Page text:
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Explore the World Through Your Library

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Libraries today are offering more and more ways to consume information online. No longer simply physical structures where you can check out books, now they also offer a number of free access to services online such as Overdrive, a way to check out audiobooks, and Lynda, an online learning platform. Another exciting option is Kanopy, a streaming service offered exclusively through libraries and educational institutions.

Kanopy describes itself by saying that they "believe in the power of film to bridge cultural boundaries and bring people together." What makes Kanopy unique is not only the wide variety of films, documentaries, and informational videos, but the collections themselves. Yes, they have popular movies from studios such as Paramount, and critically acclaimed films like Oscar winners and the Criterion Collection, but they also have entire sections on different regions of the world and subject areas. The Global Studies & Languages section of the catalog includes: 

  • African Studies
  • Asian Studies
  • Australian Studies
  • ESL & Languages
  • European/Baltic Studies
  • German Studies
  • Indigenous Studies
  • Latin American Studies
  • Middle Eastern Studies
  • North American Studies

Within those sections, they are broken down into categories such as cinema, politics, economics and business, health, music, and much more. 

Whether you're planning to travel to another country, learning another language, or simply dreaming of where you'd like to go someday, watching films is a great way to peek into new places, and gain a new perspective on places you have already been to. Seeing films from other areas of the world not only gives you a glimpse into what life is like in other countries, but also a chance to see and hear what the ideas, dreams, and realities are that drive the people that live there. 

Check out some of these films, or let us know which ones you're excited to watch:

  • Guangzhou Dream Factory (2016): "Guangzhou, a.k.a. Canton, is southern China's centuries-old trading port. Today it's a booming metropolis - the Mecca of mass consumption - attracting more than half a million African traders each year. Over time, some of these Africans have chosen to stay, and to them China looks like the new land of opportunity, a place where anything is possible. But is it?"
  • Timbuktu (2014): "Not too far from Timbuktu, now ruled by religious fundamentalists, Kidane lives peacefully in the dunes with his wife Satima, his daughter Tonya, and Issan, their shepherd. In town, the people suffer, powerless, from the regime of terror imposed by the Jihadists. Music, laughter, cigarettes, even soccer have been banned. The women have become shadows but resist with dignity. Every day, the new improvised courts issue tragic and absurd sentences. Kidane and his family had been spared the chaos that prevails in Timbuktu, but when their destiny changes abruptly, Kidane must face the new laws of the foreign occupants."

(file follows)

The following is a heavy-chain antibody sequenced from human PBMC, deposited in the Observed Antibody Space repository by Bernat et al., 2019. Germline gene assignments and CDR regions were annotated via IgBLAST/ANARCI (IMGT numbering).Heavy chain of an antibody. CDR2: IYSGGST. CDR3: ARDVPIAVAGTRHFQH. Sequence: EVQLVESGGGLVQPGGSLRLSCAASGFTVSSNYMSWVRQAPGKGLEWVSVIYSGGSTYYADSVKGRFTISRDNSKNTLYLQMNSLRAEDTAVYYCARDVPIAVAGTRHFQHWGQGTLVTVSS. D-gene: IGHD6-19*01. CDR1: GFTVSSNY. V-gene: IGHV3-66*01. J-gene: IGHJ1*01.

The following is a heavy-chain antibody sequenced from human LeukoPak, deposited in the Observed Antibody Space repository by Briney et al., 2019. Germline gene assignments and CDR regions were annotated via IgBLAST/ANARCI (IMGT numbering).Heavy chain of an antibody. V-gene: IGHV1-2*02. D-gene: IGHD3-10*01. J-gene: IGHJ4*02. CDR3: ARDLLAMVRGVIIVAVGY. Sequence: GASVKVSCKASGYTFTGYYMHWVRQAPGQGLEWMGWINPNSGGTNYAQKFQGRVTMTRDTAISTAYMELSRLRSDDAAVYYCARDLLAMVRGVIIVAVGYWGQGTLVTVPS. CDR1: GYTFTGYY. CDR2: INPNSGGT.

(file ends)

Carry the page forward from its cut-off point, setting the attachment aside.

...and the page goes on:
• Last Men in Aleppo (2017): "2018 Academy Award nominee for Best Documentary Feature, Syrian filmmaker Feras Fayyad's breathtaking work - a searing example of boots-on-the-ground reportage - follows the efforts of the internationally recognized White Helmets; ordinary citizens who are the first to rush towards military strikes in the hope of saving lives."
  • Framing the Other (2011): "Framing the Other portrays the complex relationship between tourism and indigenous communities by revealing the intimate and intriguing thoughts of a Mursi woman from Southern Ethiopia and a Dutch tourist as they prepare to meet each other. This humorous, yet simultaneously chilling film shows the destructive impact tourism has on traditional communities."
  • El Futuro Perfecto (2016): "A smart and innovative look at the possible futures of a young Chinese immigrant in Buenos Aires, told in the stilted language of an elementary Spanish language textbook."

Find out if your library has a Kanopy subscription; if it does, you have access to four free "play credits" a month, and you have three days to watch the film you check out as many times as you want. If it doesn't, then contact your local librarian to find out more.

Kanopy asks users to "start watching today and expand your worldview with us." Indeed, the chance to learn about another culture doesn't have to start with a plane ticket. It may just take a library card.

Scenic view of The Great Wall of China Landscape.